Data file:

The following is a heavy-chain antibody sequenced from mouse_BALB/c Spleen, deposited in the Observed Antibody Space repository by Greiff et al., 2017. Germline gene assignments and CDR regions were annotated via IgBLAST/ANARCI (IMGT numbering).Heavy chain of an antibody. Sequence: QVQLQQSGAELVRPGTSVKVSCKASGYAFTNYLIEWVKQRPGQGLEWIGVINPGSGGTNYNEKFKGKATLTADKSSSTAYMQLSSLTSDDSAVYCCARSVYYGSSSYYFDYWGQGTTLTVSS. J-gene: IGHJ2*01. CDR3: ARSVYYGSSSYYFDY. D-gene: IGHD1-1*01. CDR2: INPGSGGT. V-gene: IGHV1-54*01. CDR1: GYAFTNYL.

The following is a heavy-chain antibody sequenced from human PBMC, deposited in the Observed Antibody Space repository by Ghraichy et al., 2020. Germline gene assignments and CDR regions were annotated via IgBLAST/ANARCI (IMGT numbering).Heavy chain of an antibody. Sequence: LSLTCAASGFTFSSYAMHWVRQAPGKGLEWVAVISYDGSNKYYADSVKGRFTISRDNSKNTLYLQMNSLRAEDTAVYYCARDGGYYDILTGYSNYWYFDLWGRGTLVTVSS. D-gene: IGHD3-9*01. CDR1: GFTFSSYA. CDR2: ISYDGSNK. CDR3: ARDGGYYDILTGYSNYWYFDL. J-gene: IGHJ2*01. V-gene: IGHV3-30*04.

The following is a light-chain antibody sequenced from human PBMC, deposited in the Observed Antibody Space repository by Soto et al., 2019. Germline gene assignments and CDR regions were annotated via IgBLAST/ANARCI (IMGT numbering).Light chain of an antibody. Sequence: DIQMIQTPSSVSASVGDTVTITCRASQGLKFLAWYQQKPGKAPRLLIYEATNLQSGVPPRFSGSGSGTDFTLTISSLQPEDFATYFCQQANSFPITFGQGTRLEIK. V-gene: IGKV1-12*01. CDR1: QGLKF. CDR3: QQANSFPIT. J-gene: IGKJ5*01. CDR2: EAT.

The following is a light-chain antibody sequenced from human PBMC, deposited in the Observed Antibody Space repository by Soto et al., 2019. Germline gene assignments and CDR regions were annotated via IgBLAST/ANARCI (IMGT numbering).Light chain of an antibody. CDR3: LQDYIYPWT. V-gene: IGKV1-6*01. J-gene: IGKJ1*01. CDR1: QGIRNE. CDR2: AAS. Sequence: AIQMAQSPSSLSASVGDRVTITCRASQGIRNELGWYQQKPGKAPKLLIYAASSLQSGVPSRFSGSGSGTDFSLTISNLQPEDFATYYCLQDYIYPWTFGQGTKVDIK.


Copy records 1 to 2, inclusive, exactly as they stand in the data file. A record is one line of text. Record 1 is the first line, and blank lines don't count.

The following is a heavy-chain antibody sequenced from mouse_BALB/c Spleen, deposited in the Observed Antibody Space repository by Greiff et al., 2017. Germline gene assignments and CDR regions were annotated via IgBLAST/ANARCI (IMGT numbering).Heavy chain of an antibody. Sequence: QVQLQQSGAELVRPGTSVKVSCKASGYAFTNYLIEWVKQRPGQGLEWIGVINPGSGGTNYNEKFKGKATLTADKSSSTAYMQLSSLTSDDSAVYCCARSVYYGSSSYYFDYWGQGTTLTVSS. J-gene: IGHJ2*01. CDR3: ARSVYYGSSSYYFDY. D-gene: IGHD1-1*01. CDR2: INPGSGGT. V-gene: IGHV1-54*01. CDR1: GYAFTNYL.

The following is a heavy-chain antibody sequenced from human PBMC, deposited in the Observed Antibody Space repository by Ghraichy et al., 2020. Germline gene assignments and CDR regions were annotated via IgBLAST/ANARCI (IMGT numbering).Heavy chain of an antibody. Sequence: LSLTCAASGFTFSSYAMHWVRQAPGKGLEWVAVISYDGSNKYYADSVKGRFTISRDNSKNTLYLQMNSLRAEDTAVYYCARDGGYYDILTGYSNYWYFDLWGRGTLVTVSS. D-gene: IGHD3-9*01. CDR1: GFTFSSYA. CDR2: ISYDGSNK. CDR3: ARDGGYYDILTGYSNYWYFDL. J-gene: IGHJ2*01. V-gene: IGHV3-30*04.